It was supposed to be a principled assault on the health care reform law, but the fight paralyzing Capitol Hill has played out as badly as predicted for Republicans.
The opening roar turned into a confusing and frantic approach amid a struggle for control among hard-line conservatives and the GOP’s more moderate establishment.
No matter how it ends — House leaders canceled a vote Tuesday evening amid growing conservative revolt — the Republican Party likely will have little to show for the shutdown effort except bleak poll numbers that some fear could carry into the 2014 elections.
“This was all very foreseeable. Everybody said we will get blamed and we did. Everybody said we will never get Obama to repeal Obamacare and he won’t,” said Florida Rep. Tom Rooney, R-Okeechobee, frustrated at a missed opportunity to address long-term budget issues.
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“I’m a proud conservative Republican,” Rooney said. “I believe we are spending too much money. I believe that the debt is getting compounded and it’s going to skyrocket more and more if we don’t do something about it. This was our opportunity, in a divided government, to get something that maybe isn’t 100 percent of what we like. But instead we went for 100 percent of what we wanted. It didn’t work, shockingly. How could you not be concerned? We’re in the toilet.”
A Washington Post/ABC News poll released Monday shows 74 percent of Americans disapprove of the way Republicans are handling the budget impasse, up 11 points from when the standoff began Oct. 1.
Rooney and others say Democrats’ refusal to negotiate should not be ignored. Sixty-one percent of Americans dislike how Democrats have acted. At the same time, some Republicans feel pressure from constituents not to cut deals.
“They think we’re caving. They think we’re not doing enough,” to attack Obamacare, said Rep. John Fleming, R-La., referring to the same poll showing just 49 percent of Republican voters approve of their representation in Congress. “What’s important is what our districts are saying. I checked the calls today and 95 percent are in favor of doing what we’re doing now.”
His comment reveals one of the driving forces behind the gridlock in Washington over an array of issues. Most House members, Republicans and Democrats, are tucked into districts carefully drawn to match their political leanings, alleviating the need for compromise.
“When we go back to the district, I get great feedback from the people that are supporters,” tea party-backed Rep. Ted Yoho of Gainesville told Fox Business Network on Monday night. He added on CNN Tuesday that he ran last year on “defunding, burying and getting rid of Obamacare. … For us to capitulate, I think would be wrong.”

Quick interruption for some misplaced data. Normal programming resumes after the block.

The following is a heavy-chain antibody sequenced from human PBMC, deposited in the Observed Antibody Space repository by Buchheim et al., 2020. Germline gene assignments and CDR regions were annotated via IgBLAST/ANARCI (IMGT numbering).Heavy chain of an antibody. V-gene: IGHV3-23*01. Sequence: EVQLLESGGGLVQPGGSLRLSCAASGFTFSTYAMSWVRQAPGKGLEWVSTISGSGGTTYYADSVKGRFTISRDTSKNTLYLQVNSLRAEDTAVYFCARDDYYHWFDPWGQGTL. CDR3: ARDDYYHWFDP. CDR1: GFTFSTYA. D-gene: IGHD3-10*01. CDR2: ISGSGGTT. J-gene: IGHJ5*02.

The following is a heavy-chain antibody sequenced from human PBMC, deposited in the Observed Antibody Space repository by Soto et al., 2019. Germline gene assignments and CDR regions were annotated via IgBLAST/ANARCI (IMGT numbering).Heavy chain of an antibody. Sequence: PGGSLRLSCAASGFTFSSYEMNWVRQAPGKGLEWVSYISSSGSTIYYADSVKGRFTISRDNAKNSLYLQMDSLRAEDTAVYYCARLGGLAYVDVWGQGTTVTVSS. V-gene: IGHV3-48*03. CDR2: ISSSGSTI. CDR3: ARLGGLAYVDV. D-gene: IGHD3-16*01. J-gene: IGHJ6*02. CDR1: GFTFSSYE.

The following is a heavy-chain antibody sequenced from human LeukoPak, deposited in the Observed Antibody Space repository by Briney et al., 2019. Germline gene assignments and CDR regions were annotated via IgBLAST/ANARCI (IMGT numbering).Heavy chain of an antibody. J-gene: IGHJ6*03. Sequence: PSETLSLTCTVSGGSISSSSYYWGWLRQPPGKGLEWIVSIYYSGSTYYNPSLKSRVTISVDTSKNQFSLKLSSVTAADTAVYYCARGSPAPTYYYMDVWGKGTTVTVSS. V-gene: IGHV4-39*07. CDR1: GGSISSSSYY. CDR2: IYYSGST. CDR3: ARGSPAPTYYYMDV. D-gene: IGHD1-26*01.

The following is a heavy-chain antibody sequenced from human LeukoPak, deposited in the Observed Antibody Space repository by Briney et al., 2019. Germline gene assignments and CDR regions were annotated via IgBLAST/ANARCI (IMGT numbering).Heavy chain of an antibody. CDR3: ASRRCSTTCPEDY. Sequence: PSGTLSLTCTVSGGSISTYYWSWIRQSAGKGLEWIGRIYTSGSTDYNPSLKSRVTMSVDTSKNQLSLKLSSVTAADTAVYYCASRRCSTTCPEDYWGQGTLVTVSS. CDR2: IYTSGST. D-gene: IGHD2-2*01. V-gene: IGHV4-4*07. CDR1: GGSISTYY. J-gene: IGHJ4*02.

The battle between the staunch conservative wing of the party that Fleming and Yoho represent and a more moderate side has shaken GOP leaders as they look to the midterm elections and a handful of Senate seats that could give them control of the chamber. Democrats, meantime, are more optimistic about netting the 17 seats needed to win back the House.
The discord has also stymied an effort to offer a more positive agenda for a party that lost the popular vote in five of the past six presidential elections. Immigration reform, which became a burning cause in the Senate immediately after the last election, is dormant in the House.
“We have to be for something, not just against something,” said Sally Bradshaw, a Florida Republican strategist who helped write a post-election road map for the party. “We have to give voters a sense of a hopeful future under GOP leadership. We have to embrace diversity in our party and see that as opportunity, not challenge. We’re just not there yet.”
Bradshaw credited the Republican National Committee for taking steps but said she was “a little discouraged” over the turmoil on Capitol Hill.
Senior Republicans warned against taking an absolutist view on destroying Obamacare out of simple math: Democrats control the Senate and White House.
“I don’t mind fighting, but there’s also a time to understand the limits of the fight,” said Sen. Lindsey Graham, R-S.C. “It didn’t take a rocket scientist to figure out how this ends.”
Led by newcomer Sen. Ted Cruz of Texas and pushed by influential outside groups such as the Heritage Foundation, enough Republicans agreed to make Obamacare a target.
The goal kept moving, however, from defunding the law to delaying it to basically abandoning it as Thursday’s debt ceiling deadline approaches. House Republicans tried Tuesday to float a plan that would make small changes to the law, such as scrapping a tax on medical devices, but then retreated. By evening the plan had crumbled.
The political consequences seemed not lost on Sen. Marco Rubio, R-Fla. He was with Cruz in demanding a budget showdown but has turned attention elsewhere. In a speech before Christian conservatives last week, Rubio didn’t mention health care, saying the “real crisis” was an erosion of the American Dream. On Tuesday, as senators signaled alarm over a new House budget proposal, Rubio sat in his seat preparing a speech about Iran and nuclear weapons.